Jewish groups keep watchful eye as schools receive Saudi donations

new york | Harvard and Georgetown universities both say a Saudi prince attached no strings when he gave them $20 million gifts — but at a time when Arab influence in American classrooms is coming under scrutiny, some observers are taking a wait-and-see approach.

“We realize that this is a sensitive topic, but the purpose of this gift is to support the study of Islam as a religious and cultural tradition, which is a significant factor in today’s world,” Harvard spokeswoman Sarah Friedell said.

The schools announced earlier this week that Prince Alwaleed bin Talal bin Abdulaziz al-Saud had made the contributions to further Islamic studies at both institutions, which were planning to rename centers after the prince.

A recent JTA investigation linked bin Talal with a group producing teaching materials for American public school students. The materials contain content that is pro-Islamic, anti-American, anti-Israel and anti-Semitic.

In 2001, the prince donated $10 million to a fund for the families of uniformed workers who died in the Sept. 11 terrorist attacks. But then-New York City Mayor Rudolph Giuliani refused the money after learning that bin Talal had tried to link the attacks to U.S. support for Israel.

Some observers of academia are wondering if the gifts to Harvard and Georgetown may be the latest in a series of attempts by the Saudis and other Arab countries to influence how the Middle East is taught in U.S. schools.

“Of course that’s the concern, and it’s not an unreal concern,” said Marc Stern, general counsel for the American Jewish Congress. “But you can’t assume that the universities improperly sold out for money. Because it comes from an Arab or Muslim source, you can’t assume that there’s something untoward about it.”

According to federal law, the schools are required to file papers disclosing the amount and date of foreign donations as well as a description of any conditions or restrictions on the gifts. AJCongress will check the forms once they’re filed, Stern said.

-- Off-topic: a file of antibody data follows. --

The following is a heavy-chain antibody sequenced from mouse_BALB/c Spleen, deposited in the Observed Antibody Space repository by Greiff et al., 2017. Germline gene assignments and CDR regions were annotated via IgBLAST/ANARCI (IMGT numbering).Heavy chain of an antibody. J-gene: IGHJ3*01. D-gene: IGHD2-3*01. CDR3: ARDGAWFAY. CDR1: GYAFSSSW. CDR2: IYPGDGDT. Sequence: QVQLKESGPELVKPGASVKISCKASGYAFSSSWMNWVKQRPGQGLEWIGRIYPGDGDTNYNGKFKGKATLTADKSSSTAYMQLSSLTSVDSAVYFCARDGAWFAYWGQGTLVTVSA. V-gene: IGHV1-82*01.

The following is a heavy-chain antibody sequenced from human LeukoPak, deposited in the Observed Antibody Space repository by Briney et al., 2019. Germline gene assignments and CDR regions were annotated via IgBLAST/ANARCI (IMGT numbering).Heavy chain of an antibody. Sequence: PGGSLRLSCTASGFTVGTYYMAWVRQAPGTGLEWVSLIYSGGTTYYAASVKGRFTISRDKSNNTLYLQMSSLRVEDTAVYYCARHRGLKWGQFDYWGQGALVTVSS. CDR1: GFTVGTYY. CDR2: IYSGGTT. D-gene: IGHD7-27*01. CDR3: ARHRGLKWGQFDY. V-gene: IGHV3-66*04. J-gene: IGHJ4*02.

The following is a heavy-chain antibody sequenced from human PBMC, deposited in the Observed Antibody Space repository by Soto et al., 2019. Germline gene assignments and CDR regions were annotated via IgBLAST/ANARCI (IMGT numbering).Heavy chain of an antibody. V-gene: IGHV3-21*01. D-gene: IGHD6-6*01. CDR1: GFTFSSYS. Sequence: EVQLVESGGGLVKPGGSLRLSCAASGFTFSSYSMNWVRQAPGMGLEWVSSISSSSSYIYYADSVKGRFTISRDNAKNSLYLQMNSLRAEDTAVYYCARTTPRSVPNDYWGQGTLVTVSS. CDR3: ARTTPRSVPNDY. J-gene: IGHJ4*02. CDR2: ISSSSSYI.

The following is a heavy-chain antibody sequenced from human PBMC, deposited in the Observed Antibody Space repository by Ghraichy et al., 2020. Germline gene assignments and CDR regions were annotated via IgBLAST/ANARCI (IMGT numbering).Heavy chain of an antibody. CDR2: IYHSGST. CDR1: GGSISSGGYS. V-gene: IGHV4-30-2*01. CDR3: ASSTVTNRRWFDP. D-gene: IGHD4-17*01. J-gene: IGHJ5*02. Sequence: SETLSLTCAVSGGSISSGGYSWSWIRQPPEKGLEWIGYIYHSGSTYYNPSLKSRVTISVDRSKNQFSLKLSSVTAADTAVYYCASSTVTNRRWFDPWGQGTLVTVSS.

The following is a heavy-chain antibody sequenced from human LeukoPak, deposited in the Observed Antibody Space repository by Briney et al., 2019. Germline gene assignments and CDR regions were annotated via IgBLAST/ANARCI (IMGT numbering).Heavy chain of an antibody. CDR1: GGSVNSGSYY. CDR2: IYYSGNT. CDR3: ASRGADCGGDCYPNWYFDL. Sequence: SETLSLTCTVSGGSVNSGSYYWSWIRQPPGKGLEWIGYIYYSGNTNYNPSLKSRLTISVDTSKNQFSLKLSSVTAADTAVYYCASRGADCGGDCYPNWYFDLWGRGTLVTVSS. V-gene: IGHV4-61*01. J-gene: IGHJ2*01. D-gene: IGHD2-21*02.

But it’s not the prince and his money, per se, that concern Daniel Pipes, founder and director of the Middle East Forum, a Philadelphia think tank. The forum runs Campus Watch, which reviews and critiques Middle East studies on American campuses.

Pipes frets about the “virtual monopoly” that he says academics espousing anti-American and anti-Israel points of view hold on university positions.

The donations are “pushing an open door, because the academics who are dealing with Islamic studies are, in general, already quite willing to go along with the Saudi outlook,” he said.

Concerned about the perceived anti-Israel tilt in academia, some universities have received gifts to ensure that Israel studies are taught at U.S. colleges as well.

UCLA’s International Institute announced last year that it was launching an Israel studies program, which its creators said would be the first teaching, research and community program at an American university focusing solely on the Jewish state in its multiple facets.

In 2002, the Helen Diller Family Fund committed $5 million to the Jewish studies program at the University of California at Berkeley, to bring an Israeli professor to the university each year.

Georgetown will use bin Talal’s gift to bolster its Center for Muslim-Christian Understanding, to be renamed the HRH Prince Alwaleed Bin Talal Center for Muslim-Christian Understanding. The funds will endow three faculty chairs, expand programs and scholarships and improve library facilities.

Harvard indicated that it would create a new Islamic studies program, increasing faculty in areas such as the history of science.